– It is very rare to see someone in a fight that clearly doesn’t belong.
– You don’t grab a guy from behind.
– A fight requires two willing participants
– You won’t see sucker punches or anything like that.
– If one person won’t fight, that’s the end of it.
– When a player hits the ice, the fight is over.
– Most of the time, these are fights to protect players who can’t fight for themselves.

There are a number of pros and cons to the existence of fighting in the NHL. I have seen the excitement that a fight can put in an arena and in a team, the feeling can only be described as electric. But I will say that a big hit can achieve the same effect. Some people have argued that fighting is such a turn off that it keeps people away from the game.  That maybe true for some, but I would argue that there are many fans that go to games purely for the spectacle of the fights, this is especially true in the minor leagues. Now whether or not that is a good sign for the state of the game that’s a whole other issue.

Would I still watch hockey if fighting wasn’t a part of the game? Definitely.  But, there is something absolutely thrilling about watching a fight in a hockey game.  Maybe that is the savage caveman in me shining through.





I can’t stand Sean Avery

5 12 2008

Yes.  I am a grump and this post will only confirm this, but I don’t care.  Sean Avery of the Dallas Stars absolutely infuriates me; he has zero respect for the game of hockey, the fans and even worse none for his teammates.  This is nothing new.  In his career, he has time and again managed to set the hockey world aflame, all the while achieving Youtube infamy, be it through his incessant diving, his penchant for the dramatic or his all consuming desire to infuriate the other team.

The sad part is that he is a truly talented hockey player.  The issue is whether he is worth it to teams; there is a reason why he gets traded almost every year.  This week he crossed the line, AGAIN:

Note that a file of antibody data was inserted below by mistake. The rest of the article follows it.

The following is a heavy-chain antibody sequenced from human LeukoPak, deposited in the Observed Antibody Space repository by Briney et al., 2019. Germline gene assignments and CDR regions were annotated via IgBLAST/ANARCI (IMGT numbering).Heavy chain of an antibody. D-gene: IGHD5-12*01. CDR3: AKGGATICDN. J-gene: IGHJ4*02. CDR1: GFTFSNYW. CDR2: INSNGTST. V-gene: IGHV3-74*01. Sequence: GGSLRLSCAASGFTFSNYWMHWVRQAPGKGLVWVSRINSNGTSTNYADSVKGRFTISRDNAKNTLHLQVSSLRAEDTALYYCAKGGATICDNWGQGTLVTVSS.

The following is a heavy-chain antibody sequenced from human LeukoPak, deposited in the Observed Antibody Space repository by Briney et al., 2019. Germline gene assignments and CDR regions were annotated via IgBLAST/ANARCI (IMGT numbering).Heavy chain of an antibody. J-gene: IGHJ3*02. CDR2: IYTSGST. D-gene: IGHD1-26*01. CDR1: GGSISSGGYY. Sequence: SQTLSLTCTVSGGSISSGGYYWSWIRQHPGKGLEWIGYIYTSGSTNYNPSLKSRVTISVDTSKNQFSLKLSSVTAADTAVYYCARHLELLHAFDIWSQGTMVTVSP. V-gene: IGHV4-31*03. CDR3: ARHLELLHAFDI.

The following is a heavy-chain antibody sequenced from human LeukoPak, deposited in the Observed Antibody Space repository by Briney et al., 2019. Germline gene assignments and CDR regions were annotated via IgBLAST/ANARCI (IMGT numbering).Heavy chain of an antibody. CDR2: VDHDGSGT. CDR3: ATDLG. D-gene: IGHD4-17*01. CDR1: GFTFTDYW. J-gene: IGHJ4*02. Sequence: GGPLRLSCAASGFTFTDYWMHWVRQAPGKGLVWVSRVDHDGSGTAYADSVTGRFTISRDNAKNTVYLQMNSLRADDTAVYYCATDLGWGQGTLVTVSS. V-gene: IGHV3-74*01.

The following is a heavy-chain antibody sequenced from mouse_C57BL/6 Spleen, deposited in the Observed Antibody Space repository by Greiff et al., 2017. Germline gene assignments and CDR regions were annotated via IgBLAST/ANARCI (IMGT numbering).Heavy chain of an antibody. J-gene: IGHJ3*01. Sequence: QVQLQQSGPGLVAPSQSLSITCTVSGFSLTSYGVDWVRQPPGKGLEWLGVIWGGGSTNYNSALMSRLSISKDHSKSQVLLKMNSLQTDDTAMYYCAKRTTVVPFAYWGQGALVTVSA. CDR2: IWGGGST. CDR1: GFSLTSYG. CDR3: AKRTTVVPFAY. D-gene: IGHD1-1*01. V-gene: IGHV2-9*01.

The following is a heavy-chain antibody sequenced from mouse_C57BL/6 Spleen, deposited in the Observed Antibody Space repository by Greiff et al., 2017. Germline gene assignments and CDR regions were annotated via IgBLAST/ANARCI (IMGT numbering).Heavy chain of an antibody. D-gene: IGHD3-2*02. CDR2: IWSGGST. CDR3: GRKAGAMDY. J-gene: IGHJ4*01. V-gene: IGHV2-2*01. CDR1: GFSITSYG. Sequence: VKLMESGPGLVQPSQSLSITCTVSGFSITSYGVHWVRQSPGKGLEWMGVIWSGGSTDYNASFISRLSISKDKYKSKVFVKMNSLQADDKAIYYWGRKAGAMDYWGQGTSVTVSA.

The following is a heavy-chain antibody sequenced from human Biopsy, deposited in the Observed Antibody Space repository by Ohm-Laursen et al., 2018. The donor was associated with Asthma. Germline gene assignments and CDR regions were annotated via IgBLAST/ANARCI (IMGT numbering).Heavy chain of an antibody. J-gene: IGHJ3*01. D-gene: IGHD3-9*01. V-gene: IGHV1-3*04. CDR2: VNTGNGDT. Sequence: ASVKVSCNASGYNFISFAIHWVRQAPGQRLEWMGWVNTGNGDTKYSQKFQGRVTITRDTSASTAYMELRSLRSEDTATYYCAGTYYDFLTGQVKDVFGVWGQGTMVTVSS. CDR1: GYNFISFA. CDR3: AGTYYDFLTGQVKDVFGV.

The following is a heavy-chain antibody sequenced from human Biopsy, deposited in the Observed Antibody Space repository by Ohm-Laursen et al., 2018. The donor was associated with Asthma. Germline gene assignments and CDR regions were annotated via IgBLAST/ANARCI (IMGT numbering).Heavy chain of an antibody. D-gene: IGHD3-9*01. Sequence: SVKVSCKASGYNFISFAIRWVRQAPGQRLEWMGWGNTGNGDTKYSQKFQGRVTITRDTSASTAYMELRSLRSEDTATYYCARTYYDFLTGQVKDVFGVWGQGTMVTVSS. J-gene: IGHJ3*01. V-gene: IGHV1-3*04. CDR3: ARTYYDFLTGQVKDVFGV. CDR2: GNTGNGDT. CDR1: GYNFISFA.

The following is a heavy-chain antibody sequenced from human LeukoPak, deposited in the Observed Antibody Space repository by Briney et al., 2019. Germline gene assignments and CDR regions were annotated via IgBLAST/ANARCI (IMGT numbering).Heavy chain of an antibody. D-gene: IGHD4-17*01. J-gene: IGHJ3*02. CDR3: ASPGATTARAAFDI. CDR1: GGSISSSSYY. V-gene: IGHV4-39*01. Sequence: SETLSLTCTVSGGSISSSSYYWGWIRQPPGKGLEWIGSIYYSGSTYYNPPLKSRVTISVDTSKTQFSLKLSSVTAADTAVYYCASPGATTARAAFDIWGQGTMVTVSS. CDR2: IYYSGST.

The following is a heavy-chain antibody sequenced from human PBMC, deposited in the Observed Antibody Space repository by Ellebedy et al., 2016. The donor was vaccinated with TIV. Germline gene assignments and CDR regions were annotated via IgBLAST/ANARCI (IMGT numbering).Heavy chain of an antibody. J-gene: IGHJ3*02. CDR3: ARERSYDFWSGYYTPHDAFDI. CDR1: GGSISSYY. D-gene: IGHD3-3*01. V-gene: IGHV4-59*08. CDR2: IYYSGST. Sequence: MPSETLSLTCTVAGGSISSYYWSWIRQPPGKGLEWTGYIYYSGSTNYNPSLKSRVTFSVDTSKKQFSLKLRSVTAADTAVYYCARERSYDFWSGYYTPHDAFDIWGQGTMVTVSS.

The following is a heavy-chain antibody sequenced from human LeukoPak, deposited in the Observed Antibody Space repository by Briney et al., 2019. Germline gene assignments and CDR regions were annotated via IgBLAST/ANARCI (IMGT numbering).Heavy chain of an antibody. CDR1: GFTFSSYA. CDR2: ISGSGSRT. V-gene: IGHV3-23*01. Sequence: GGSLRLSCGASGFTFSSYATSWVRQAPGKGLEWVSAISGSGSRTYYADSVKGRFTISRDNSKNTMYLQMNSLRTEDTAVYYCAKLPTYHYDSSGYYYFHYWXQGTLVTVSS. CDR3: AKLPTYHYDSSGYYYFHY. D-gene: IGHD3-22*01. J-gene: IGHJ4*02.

I like tough players, that are willing to back it up and know how to get under the skin of other players, but this is just too much.  Granted, this is a really fine line to be trying to draw in the sand, and it is impossible to make a hard and fast rule on the words and thoughts of individual players.  This mentality has always been a part of the game and there is nothing wrong with that.

The thing that bothers me most about this is that it was in no way a slip of the tongue, despite how Avery might want to explain it.  The Dallas coach had spent the morning defending Avery to the Canadian press, the PR staff asked if he wanted to talk to the media at all and he said no, then he goes and seeks out the camera to say this.  This was no accident, it was planned and it was way over the line.

I am not one of those hockey fans that gets all shrill about how the game is too dangerous and how they need to stop fighting.  I think that the physicality is one of the best things about hockey and fighting is an integral part of the game.  So I wouldn’t change any of that and generally speaking I think that sports are going a little too far too quickly in terms of cracking down on the players on and off their respective arenas (hello Mr. Goodell, stop suspending people for good hits on quarterbacks).  But in this case I really hope they throw the proverbial book at Sean Avery.  If not the NHL then the Dallas Stars organization.  It is too bad because they spent a lot of money on him, but the team has under performed and he has been a major distraction and not shown those great hands that made him so valuable to the New York Rangers.